Thursday, January 5, 2012

The Crisis Trilogy: Crisis On Infinite Earths (1985)

Up until 1985, the story continuity in the DC Comics universe was all over the place.  Origins changed without much explanation, there were multiple Earths (which I actually like), and with acquisitions of properties from such companies as Fawcett and Charlton, more characters than you could shake a stick at.  There was Earth-1, the regular Earth; Earth-2, the original Golden Age Earth; Earth-3, where villains' and heroes' roles were many more Earths.

Infinitely more!

See what I did there? 

So DC made the huge decision to consolidate ALL of those Earths into one, essentially rebooting the universe and streamlining the continuity.  This would be a task.  This would be a monumental task.  Fortunately, this task was placed in the hands of one of the best writers of the era, Marv Wolfman.  Art-wise, who else could you get to draw hundreds of different characters but the legendary George Perez?  Finishing the art would be a real crew of the best inkers in Dick Giodarno, Mike DeCarlo, and Jerry Ordway, someone who was also accustomed to drawing loads of characters.  This all-star team was set to craft a truly all-star event, Crisis on Infinite Earths, a saga that would span 12 issues in what was called a "maxi-series."  Taking its name from past DC crossovers like 1963's Crisis on Earth-One (which saw the first meeting between the Justice League of America and the Justice Society of America), this particular Crisis would change everything.

Now prepare thyself.  This quasi-synopsis will make your head spin.

The story begins with a mystery:  a white anti-matter wall is sweeping through universes, sending countless worlds and people into oblivion, including Earth-3, where good and evil have been switched (Ultraman = evil Superman, Lex Luthor is the only superhero).  A mysterious being watches all of this and dispatches a young woman named Harbinger to collect certain superhumans from so-far-untouched Earths.   Splitting herself into multiple selves, she summons heroes and villains from several Earths.  After a quick battle with shadow demons, the ragtag team meets their summoner, The Monitor.

Back on Earth-1, things are getting wacky.  Caveboy Anthro sees a futuristic city despite being thousands of years in the past.  The Legion of Super-Heroes in the far-flung future deal with a herd of mammoths.  Batman encounters a ghostly image of The Flash.  The Monitor explains that he can stop the anti-matter wave with devices scattered throughout history.  His assembled team is to protect the structures, then activate them when needed.  Of course, that's not easy as they're set upon by shadow demons again.  Oh, and The Monitor?  Seems he rescued Alexander Luthor - Earth-3 Luthor's son - from his escape pod (fired in the same manner that Superman's parents used) and the kid is not only growing at an incredible rate, he houses anti-matter energy.  During this time, the unstable Psycho Pirate gets whisked away by some malevolent force.

The anti-matter wall reaches Earth-1, as witnessed by several heroes like Batman and his Outsiders and the Teen Titans.  The Flash vibrates himself back in time and appears to them before disappearing again.  In space, Brainiac witnesses the wall and races off to find some help in the form of Lex Luthor.  The tower protection team dispatched to World War II battle Nazis alongside Sergeant Rock and his Easy Company as well as The Losers before shadow demons show up, resulting in the deaths of The Losers and one of Rock's crew.  Another team sent to the Old West witnesses a wall - which is advances through all time at the same time (a concept I absolutely dig) - resulting in the death of Nighthawk.  More death as, in the 30th century, Kid Psycho of the Legion of Super-Heroes is consumed by the wall.  On top of all that, Monitor's assistant Harbinger seems to be possessed and goes all dark-eyed evil on her master.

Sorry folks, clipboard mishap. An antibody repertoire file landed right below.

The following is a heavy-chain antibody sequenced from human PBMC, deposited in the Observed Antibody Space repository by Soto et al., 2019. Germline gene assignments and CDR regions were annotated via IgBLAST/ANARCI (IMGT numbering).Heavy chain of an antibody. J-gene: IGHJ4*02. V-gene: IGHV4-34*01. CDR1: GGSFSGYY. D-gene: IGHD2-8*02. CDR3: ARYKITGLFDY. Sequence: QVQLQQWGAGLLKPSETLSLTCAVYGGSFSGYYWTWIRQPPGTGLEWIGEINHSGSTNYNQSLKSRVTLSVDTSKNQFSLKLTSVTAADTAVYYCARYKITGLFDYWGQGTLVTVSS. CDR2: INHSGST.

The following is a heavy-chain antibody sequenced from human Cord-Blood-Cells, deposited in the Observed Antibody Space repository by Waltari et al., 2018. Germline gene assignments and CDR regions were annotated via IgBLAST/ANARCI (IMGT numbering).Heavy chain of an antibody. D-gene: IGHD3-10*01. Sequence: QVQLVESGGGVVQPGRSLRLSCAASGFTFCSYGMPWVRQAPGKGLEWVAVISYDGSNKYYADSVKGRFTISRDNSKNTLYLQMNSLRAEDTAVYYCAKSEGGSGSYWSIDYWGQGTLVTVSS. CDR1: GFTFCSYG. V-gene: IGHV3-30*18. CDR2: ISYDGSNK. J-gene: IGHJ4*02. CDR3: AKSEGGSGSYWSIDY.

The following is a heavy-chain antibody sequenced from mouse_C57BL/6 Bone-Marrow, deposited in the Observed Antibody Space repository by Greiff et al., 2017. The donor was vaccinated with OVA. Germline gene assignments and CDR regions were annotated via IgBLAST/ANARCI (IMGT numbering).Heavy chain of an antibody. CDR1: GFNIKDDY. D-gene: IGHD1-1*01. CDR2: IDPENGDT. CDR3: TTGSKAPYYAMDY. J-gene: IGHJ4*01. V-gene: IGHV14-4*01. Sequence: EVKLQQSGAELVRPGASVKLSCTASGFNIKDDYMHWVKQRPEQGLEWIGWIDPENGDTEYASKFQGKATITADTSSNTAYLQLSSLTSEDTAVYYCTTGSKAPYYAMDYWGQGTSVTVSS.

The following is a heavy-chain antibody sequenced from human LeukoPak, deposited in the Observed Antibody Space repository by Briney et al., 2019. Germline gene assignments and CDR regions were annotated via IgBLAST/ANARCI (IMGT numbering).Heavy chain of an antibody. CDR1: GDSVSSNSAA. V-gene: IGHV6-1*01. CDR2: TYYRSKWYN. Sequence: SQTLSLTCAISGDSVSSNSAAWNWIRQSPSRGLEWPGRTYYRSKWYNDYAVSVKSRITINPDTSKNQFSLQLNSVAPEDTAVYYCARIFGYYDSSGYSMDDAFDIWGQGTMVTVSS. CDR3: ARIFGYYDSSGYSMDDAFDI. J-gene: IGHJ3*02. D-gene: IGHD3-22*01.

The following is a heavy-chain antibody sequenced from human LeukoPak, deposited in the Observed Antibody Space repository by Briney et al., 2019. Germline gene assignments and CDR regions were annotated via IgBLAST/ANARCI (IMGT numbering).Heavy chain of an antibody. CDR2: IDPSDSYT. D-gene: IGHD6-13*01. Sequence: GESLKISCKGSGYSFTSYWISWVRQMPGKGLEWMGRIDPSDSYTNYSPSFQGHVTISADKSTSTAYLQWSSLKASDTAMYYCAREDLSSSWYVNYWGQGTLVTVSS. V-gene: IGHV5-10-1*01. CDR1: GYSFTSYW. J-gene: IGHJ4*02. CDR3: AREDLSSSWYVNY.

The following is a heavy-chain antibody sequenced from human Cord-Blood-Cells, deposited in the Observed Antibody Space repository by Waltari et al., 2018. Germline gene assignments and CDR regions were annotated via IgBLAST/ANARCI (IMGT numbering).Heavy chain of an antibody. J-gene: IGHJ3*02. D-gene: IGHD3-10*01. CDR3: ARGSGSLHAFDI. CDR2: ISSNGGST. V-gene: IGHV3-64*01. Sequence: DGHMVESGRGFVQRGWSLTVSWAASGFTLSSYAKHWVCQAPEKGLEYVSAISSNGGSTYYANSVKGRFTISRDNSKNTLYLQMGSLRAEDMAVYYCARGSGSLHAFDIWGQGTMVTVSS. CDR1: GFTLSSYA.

On Earth-6, the mysterious man named Pariah - forced to appear whenever a world dies - rescues the only survivor, a superheroine named Lady Quark.  Around Earth-1, the shadow demons coalesce into larger creatures, plunging the world in darkness.  Harbinger murders The Monitor as the universes of Earths-1 and 2 are cast into limbo.  Turns out Monitor knew this would happen, and his death released enough energy to activate the structures and bring the universes into his being.  On those Earths, though, time and space is compressed and begins to scrunch together.  As heroes and villains join together to save the universes, the big bad is revealed to Psycho Pirate and the kidnapped Flash:  The Anti-Monitor.

Now everything that is good about The Monitor is evil in his opposite, this Anti-Monitor.  He knows The Monitor sent heroes to the remaining three worlds, so he grants his toady Psycho-Pirate vastly increased power to use his emotion-controlling ability on the entire populations.  Earth-X, Earth-S, and Earth-4 see their respective heroes (all characters purchased by DC Comics over the years from Quality Comics, Fawcett Comics, and Charlton Comics) battle the ones trying to save them until, with one last burst of massive energy, Harbinger brings the last three worlds into phase with Earth-1 and Earth-2.  Meanwhile, Brainiac and the Earth-1 Lex Luthor begin recruiting every single super-villain from the five worlds.

Harbinger gathers representatives from six worlds to hear the origin of The Monitor and Anti-Monitor, which intertwines with that of the strange Pariah.  All origins stem from the beginning of the universe, an event that is so catastrophic that to view it creates anomalies and paradoxes that can destroy any timeline.  It's a given that the Anti-Monitor is hiding out in the...yep...anti-matter universe.  The most powerful heroes of the remaining worlds gather as a strike team and dive into the underbelly universe thanks to the grown Alexander Luthor.  Battling the Anti-Monitor's fortress itself, only Superman of Earth-1, Supergirl, and the new Doctor Light make it in.  Supergirl takes on the villain alone to protect her cousin, and she really tears into the creature.  But in a moment of hesitation, the Anti-Monitor strikes Supergirl down before escaping, providing the first major casualty.